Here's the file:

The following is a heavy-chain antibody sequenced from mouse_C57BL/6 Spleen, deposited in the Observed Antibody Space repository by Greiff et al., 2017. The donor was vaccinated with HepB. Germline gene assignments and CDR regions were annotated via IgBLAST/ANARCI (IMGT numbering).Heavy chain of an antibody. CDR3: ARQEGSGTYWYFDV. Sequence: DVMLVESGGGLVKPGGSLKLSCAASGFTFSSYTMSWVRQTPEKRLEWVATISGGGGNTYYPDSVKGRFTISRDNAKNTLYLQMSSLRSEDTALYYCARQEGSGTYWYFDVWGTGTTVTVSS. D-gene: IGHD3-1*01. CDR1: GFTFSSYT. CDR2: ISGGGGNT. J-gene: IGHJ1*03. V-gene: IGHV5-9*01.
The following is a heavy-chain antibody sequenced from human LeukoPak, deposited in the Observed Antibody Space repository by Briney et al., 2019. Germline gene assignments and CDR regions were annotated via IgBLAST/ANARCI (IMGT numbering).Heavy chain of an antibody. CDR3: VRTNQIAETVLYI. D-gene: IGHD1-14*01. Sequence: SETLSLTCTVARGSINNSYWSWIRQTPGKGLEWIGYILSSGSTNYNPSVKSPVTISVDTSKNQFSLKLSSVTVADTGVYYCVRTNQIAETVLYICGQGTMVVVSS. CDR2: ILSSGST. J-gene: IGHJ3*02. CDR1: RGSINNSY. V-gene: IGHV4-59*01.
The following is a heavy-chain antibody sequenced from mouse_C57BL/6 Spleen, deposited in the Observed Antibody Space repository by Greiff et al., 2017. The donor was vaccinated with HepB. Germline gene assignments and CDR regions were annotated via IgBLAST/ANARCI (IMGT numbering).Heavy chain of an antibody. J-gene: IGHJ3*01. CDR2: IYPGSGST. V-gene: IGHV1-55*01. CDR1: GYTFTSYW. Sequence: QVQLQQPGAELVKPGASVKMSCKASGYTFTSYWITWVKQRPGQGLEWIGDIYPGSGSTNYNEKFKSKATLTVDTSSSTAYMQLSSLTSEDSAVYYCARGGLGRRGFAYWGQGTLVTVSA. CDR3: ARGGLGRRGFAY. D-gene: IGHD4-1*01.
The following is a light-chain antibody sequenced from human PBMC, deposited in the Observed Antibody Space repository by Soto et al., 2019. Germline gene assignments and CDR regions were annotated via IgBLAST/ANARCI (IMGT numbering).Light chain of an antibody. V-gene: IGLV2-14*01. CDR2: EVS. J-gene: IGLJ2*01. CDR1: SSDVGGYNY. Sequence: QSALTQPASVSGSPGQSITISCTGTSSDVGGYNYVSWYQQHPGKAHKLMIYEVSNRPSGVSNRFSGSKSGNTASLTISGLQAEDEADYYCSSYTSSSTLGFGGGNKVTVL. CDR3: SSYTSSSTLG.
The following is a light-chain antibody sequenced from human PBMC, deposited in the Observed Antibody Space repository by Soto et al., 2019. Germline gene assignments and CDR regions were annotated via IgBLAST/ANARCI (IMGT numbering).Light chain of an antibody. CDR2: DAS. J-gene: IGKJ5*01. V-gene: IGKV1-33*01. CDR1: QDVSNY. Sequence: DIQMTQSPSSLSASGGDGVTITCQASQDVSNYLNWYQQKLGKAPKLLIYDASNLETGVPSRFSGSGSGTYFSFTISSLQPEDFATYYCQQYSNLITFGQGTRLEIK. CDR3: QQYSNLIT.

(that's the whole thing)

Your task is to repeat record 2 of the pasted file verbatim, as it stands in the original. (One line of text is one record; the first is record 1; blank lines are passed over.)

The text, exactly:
The following is a heavy-chain antibody sequenced from human LeukoPak, deposited in the Observed Antibody Space repository by Briney et al., 2019. Germline gene assignments and CDR regions were annotated via IgBLAST/ANARCI (IMGT numbering).Heavy chain of an antibody. CDR3: VRTNQIAETVLYI. D-gene: IGHD1-14*01. Sequence: SETLSLTCTVARGSINNSYWSWIRQTPGKGLEWIGYILSSGSTNYNPSVKSPVTISVDTSKNQFSLKLSSVTVADTGVYYCVRTNQIAETVLYICGQGTMVVVSS. CDR2: ILSSGST. J-gene: IGHJ3*02. CDR1: RGSINNSY. V-gene: IGHV4-59*01.